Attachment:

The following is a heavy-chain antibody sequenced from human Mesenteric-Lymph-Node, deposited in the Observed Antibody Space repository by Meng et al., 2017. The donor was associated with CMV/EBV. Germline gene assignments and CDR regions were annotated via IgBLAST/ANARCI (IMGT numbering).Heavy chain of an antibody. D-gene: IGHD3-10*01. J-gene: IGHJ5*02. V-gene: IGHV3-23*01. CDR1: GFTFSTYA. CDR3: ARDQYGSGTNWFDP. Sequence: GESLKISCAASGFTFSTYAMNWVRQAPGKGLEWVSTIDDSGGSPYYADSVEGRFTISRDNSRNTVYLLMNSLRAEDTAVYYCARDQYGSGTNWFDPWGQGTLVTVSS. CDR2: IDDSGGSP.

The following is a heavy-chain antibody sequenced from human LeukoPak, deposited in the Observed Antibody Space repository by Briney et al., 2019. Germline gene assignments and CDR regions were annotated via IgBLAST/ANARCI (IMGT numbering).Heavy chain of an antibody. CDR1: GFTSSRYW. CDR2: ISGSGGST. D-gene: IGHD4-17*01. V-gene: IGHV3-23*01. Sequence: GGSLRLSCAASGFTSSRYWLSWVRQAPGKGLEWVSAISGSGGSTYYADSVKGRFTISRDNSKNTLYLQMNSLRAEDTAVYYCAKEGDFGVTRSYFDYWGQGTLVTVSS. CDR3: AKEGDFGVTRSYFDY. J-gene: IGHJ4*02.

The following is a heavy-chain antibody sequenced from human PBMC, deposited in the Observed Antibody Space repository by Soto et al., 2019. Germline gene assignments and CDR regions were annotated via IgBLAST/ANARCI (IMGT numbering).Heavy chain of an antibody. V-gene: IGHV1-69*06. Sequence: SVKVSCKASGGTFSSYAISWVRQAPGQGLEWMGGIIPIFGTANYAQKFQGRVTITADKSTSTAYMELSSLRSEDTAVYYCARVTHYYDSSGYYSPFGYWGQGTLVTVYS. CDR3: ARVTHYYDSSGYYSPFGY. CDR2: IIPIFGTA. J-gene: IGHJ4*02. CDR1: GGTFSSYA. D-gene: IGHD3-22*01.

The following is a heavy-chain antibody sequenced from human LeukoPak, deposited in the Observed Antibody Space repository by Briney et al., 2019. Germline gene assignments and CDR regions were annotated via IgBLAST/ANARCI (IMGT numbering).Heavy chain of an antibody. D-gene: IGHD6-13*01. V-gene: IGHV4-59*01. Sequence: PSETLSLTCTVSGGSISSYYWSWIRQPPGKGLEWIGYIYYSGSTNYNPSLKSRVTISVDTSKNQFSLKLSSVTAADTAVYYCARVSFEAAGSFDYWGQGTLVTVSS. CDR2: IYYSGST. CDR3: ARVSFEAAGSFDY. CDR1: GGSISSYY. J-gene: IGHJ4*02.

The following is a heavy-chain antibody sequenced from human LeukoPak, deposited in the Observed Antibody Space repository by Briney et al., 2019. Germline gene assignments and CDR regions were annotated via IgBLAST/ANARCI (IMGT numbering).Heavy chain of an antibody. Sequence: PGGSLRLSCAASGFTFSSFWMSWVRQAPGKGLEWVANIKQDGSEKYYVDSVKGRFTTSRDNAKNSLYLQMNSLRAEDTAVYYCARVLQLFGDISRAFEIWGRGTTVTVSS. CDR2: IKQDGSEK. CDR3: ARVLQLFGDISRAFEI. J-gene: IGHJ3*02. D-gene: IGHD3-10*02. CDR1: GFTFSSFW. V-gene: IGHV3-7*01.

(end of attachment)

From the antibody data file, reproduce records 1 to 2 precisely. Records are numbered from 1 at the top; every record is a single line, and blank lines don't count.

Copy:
The following is a heavy-chain antibody sequenced from human Mesenteric-Lymph-Node, deposited in the Observed Antibody Space repository by Meng et al., 2017. The donor was associated with CMV/EBV. Germline gene assignments and CDR regions were annotated via IgBLAST/ANARCI (IMGT numbering).Heavy chain of an antibody. D-gene: IGHD3-10*01. J-gene: IGHJ5*02. V-gene: IGHV3-23*01. CDR1: GFTFSTYA. CDR3: ARDQYGSGTNWFDP. Sequence: GESLKISCAASGFTFSTYAMNWVRQAPGKGLEWVSTIDDSGGSPYYADSVEGRFTISRDNSRNTVYLLMNSLRAEDTAVYYCARDQYGSGTNWFDPWGQGTLVTVSS. CDR2: IDDSGGSP.

The following is a heavy-chain antibody sequenced from human LeukoPak, deposited in the Observed Antibody Space repository by Briney et al., 2019. Germline gene assignments and CDR regions were annotated via IgBLAST/ANARCI (IMGT numbering).Heavy chain of an antibody. CDR1: GFTSSRYW. CDR2: ISGSGGST. D-gene: IGHD4-17*01. V-gene: IGHV3-23*01. Sequence: GGSLRLSCAASGFTSSRYWLSWVRQAPGKGLEWVSAISGSGGSTYYADSVKGRFTISRDNSKNTLYLQMNSLRAEDTAVYYCAKEGDFGVTRSYFDYWGQGTLVTVSS. CDR3: AKEGDFGVTRSYFDY. J-gene: IGHJ4*02.